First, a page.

A stark contrast emerges on climate policy

Labour says New Zealand needs to "grasp the nettle" on climate change, whereas National is keen to reassure businesses they won't be left at an international disadvantage. Photo by Lynn Grieveson

Labour's new leader has pledged her Government would develop legally-binding carbon budgets, setting up a clear choice for voters eyeing National's tweaks to existing laws, Lynn Grieveson reports.

As the election approaches, a clear choice is likely to be presented to voters on climate change policy: either minor tweaks but otherwise 'business as usual' under National, or tough new legally binding limits on greenhouse emissions under a Labour-led government.

The Government is promising tweaks to the Emissions Trading Scheme that it is hoping won't alienate those who argue New Zealand is too small to matter - and the costs of drastic action too great - when it comes to global climate change.

Labour, however, is taking up the call from the Parliamentary Commissioner for the Environment New Zealand for new climate change laws based on those in the UK, which put greenhouse gas emissions targets into law and set "carbon budgets" to cap emissions. Labour has also promised to bring an end to the "free pass" given to agriculture by bringing it into the emissions trading scheme.

"We need to legislate carbon targets," said Jacinda Ardern, pointing to this week's NIWA report which showed temperatures in the Wellington region could rise by three to four degrees by 2090, there would be more extreme weather events, and drought risk would increase in the Wairarapa.

In contrast, Bill English, speaking at his post-cabinet press conference on Tuesday afternoon, said the Government was "not planning to go down that track" of emulating the strict UK law which legislates the amount of greenhouse gases allowed to be emitted over successive five year periods.

"We've signed up to the Paris Accord, that's pretty clear-cut," English said.

"The measurements are published, we have the emissions trading system which is one of the most advanced carbon trading systems in the world, and credit systems, and we are happy with where we are going – but we do understand there is quite a challenge for New Zealand to meet those targets."

According to the Parliamentary Commissioner for the Environment, the UK's net emissions fell by 30 percent between 1990 and 2015, while New Zealand's rose by 64 percent.

National to tweak the ETS

English suggested the Government would announce some changes to the ETS in the next few weeks, but was quick to emphasise that they would only be minor.

"There will maybe be a bit more added to it between now and the election, but we are happy with where we are on climate change," he said.

"I wouldn't want to give the impression it would be any big shift. We are pretty happy with the policy where it is, but there may be some additions to it."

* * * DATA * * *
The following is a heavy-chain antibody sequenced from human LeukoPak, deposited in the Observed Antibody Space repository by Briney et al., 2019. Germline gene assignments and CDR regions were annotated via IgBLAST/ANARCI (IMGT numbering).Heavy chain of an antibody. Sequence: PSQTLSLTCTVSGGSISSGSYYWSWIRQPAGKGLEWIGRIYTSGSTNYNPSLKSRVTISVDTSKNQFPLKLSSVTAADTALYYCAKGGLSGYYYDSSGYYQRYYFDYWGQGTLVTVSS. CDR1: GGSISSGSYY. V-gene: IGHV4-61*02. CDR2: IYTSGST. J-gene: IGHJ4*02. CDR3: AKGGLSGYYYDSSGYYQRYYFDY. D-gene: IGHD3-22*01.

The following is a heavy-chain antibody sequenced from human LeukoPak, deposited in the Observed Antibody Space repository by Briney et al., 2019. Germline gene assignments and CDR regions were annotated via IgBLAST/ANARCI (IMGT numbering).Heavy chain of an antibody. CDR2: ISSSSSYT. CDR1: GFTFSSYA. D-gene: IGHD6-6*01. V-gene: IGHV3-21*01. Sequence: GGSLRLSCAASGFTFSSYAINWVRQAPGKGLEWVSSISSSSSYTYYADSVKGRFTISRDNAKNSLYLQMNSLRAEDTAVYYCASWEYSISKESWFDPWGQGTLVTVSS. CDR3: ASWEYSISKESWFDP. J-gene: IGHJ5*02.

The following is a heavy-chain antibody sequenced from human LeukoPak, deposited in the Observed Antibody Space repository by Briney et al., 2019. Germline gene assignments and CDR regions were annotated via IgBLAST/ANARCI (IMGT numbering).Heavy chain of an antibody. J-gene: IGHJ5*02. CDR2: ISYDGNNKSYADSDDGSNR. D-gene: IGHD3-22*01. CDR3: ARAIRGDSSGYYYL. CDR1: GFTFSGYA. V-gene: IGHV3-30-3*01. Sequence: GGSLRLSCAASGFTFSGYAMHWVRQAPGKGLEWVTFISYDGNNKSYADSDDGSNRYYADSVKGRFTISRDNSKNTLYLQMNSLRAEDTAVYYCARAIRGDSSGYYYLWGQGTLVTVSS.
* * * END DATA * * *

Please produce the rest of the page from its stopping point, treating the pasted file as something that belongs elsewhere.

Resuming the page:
English was probably foreshadowing announcements around the introduction of measures included in a package of changes to the ETS agreed to, in principle, by Cabinet several days ago.These proposals would see the introduction of auctioning of carbon units. They would also see the ETS reopened to the global carbon trading market – but with, for the first time, a limit placed on how many carbon units emitters could buy from international carbon traders.

The ETS has been closed to international markets since 2015, but the Government's view in the past has been that it didn't matter where in the world the emissions reductions were made – although this argument became difficult to maintain in the face of controversy over carbon credits of dubious origin flooding out of former Soviet states.

The Government has also agreed to "develop a different price ceiling'' to replace the current $25 fixed price option, and to coordinate decisions on supply settings in the ETS over a rolling five-year period. No date has yet been set for these changes, with the Government only promising consultation over the next 12 to 18 months and making it clear it was keen to avoid excessive cost or shocks to business.

Climate Change minister Paula Bennett said Cabinet had "asked officials to work on how [the proposals] will be developed and implemented in the ETS over the next few years so there will not be immediate changes."

"We are committed to ensuring New Zealand businesses whose emissions are a big part of their costs are not disadvantaged compared to their international competitors. This means there will be no changes to the current level of free allocation at least until the end of 2020, and any changes would be well signalled and take into account what is happening internationally. The $25 price ceiling will also remain in place until auctioning or links with international markets are established."

Labour says "no excuses"

Labour's climate change spokesperson Megan Woods said a Labour-led government would establish an independent climate change commission and, rather than relying on the cost of carbon units as a deterrent, would introduce binding 'carbon budgets' that could not be exceeded - as in the UK.

She was dismissive of the tweaks to the ETS.

"They are not grasping any of the nettles that need to be grasped on this – including bringing agriculture into the ETS, which we are also committed on doing. They are not doing any of the big things, any of the transformational stuff, that will put us on a pathway to meeting our commitments.

"I heard Paula Bennett on the Wellington report saying 'New Zealand is too small to make a difference', but for Labour and for Labour prime ministers our size has never been an excuse for lack of leadership," Woods said.

"Norman Kirk didn't use it as an excuse not to send a flotilla to protest French nuclear testing, Lange didn't use it as an excuse not to ban nuclear warships – and we will not use it as an excuse not to tackle climate change."